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Dekeyseriabrachyura - Butterfly Pleco, L-168 CatfishMagyarul / Hungarian
Dekeyseria brachyura - Butterfly Pleco, L-168 CatfishDekeyseria brachyura - Butterfly Pleco, L-168 CatfishDekeyseria brachyura - Butterfly Pleco, L-168 CatfishDekeyseria brachyura - Butterfly Pleco, L-168 CatfishDekeyseria brachyura - Butterfly Pleco, L-168 Catfish
  • Scientific name: Dekeyseria brachyura
  • Synonyms: Ancistrus brachyurus, Peckoltia brachyura, Zonancistrus brachyurus, Peckoltia pulcher
  • Common name: Butterfly Pleco, L-168 Catfish
  • Group: Catfishes
  • Habitat: South America; Brazil
  • Size: 14 cm
  • Biotope: Flowing streams and tributaries of Rio Negro.
  • Social behavior: Peaceful. Males will incessantly flare and chase, but no harm will result. Keep with similar-sized peaceful community fish.
  • Diet: Omnivorous; An algae-eating pleco that needs constant access to vegetable matter, but will also eat meaty foods.
  • Breeding: Very hard
  • Tank: Minimum 100 litres
  • Population: 2-3 fisheh for 100 litres
  • Decoration: Prefers a spacious well filtered tank with hiding places, such as flat, rounded rocks and pieces of wood. These plecos usually don't harm live plants if they're fed properly.
  • Temperature: 25-28 °C
  • pH: 5.6-7
  • Hardness: 2-12NK°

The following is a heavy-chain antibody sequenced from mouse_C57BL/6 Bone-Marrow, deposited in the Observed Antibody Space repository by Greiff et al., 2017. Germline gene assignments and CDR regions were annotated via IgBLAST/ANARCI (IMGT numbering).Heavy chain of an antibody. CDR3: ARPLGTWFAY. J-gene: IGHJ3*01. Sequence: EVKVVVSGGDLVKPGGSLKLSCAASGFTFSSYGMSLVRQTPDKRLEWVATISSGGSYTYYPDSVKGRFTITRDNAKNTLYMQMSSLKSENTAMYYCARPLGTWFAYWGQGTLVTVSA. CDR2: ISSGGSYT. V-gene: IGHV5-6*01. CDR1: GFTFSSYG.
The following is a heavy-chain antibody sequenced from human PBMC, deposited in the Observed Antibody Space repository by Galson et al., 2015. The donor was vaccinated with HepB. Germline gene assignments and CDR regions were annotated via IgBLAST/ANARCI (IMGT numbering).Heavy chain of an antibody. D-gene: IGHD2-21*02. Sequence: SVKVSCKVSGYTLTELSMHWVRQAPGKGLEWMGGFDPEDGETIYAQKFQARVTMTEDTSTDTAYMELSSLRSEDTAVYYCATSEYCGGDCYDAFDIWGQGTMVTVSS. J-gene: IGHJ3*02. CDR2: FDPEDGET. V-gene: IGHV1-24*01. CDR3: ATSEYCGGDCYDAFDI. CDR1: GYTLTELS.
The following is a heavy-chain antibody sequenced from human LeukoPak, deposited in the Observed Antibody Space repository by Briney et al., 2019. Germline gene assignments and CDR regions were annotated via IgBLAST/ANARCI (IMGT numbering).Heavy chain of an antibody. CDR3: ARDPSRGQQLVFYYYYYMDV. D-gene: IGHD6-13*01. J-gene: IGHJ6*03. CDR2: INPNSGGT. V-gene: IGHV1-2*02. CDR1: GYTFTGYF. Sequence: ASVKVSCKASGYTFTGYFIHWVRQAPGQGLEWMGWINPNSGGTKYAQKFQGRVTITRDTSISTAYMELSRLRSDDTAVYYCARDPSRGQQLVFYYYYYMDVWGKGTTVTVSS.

• Lifespan: 5-8 years

Description: This catfish is a master of disguise. It can change colouration, chameleon-style, quickly. If kept on a black or very dark substrate is will go almost black. Kept on a lighter substrate it will show a pretty striped pattern during the day. Another reason for misidentification of this fish is that its night-time colouration is totally different from that it has during the day. This species can be found in many hobbyist books under its old name of Peckoltia pulcher.

Males develop noticeably larger odontodes on the snout, while mature females are broader in the mid-section than males. Has been bred in captivity. Cave spawners by nature, they will require tight fitting, preferrably rectangular caves. Use soft, acidic water, and do a large water change with cool water to simulate the rainy season. The eggs are laid within a cave selected by the male. He tends them until they hatch, fanning them with his fins and defending against intruders. The eggs are hatch in 7-10 days. The male will force the fry to stay inside the cave until they are fully formed. Small, daily water changes are also required, as the fry are very sensitive to water quality.

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